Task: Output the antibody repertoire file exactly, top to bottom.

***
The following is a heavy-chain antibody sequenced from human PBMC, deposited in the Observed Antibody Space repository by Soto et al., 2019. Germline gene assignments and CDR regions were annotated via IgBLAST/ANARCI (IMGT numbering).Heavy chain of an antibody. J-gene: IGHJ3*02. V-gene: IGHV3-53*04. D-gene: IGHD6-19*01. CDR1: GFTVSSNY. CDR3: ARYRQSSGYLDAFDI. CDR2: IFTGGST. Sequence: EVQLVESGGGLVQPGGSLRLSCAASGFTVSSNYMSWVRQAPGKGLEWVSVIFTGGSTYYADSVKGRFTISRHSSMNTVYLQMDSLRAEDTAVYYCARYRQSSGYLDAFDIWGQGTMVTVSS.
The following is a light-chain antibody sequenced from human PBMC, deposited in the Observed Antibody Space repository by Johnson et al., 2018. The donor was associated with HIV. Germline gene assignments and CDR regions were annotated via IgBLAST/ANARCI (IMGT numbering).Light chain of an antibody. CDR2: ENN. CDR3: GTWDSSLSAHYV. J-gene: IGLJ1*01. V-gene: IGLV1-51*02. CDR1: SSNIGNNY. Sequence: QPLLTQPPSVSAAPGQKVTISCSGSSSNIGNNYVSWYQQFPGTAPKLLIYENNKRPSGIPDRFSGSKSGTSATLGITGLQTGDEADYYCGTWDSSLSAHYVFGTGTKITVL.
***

The following is a heavy-chain antibody sequenced from human PBMC, deposited in the Observed Antibody Space repository by Soto et al., 2019. Germline gene assignments and CDR regions were annotated via IgBLAST/ANARCI (IMGT numbering).Heavy chain of an antibody. J-gene: IGHJ3*02. V-gene: IGHV3-53*04. D-gene: IGHD6-19*01. CDR1: GFTVSSNY. CDR3: ARYRQSSGYLDAFDI. CDR2: IFTGGST. Sequence: EVQLVESGGGLVQPGGSLRLSCAASGFTVSSNYMSWVRQAPGKGLEWVSVIFTGGSTYYADSVKGRFTISRHSSMNTVYLQMDSLRAEDTAVYYCARYRQSSGYLDAFDIWGQGTMVTVSS.
The following is a light-chain antibody sequenced from human PBMC, deposited in the Observed Antibody Space repository by Johnson et al., 2018. The donor was associated with HIV. Germline gene assignments and CDR regions were annotated via IgBLAST/ANARCI (IMGT numbering).Light chain of an antibody. CDR2: ENN. CDR3: GTWDSSLSAHYV. J-gene: IGLJ1*01. V-gene: IGLV1-51*02. CDR1: SSNIGNNY. Sequence: QPLLTQPPSVSAAPGQKVTISCSGSSSNIGNNYVSWYQQFPGTAPKLLIYENNKRPSGIPDRFSGSKSGTSATLGITGLQTGDEADYYCGTWDSSLSAHYVFGTGTKITVL.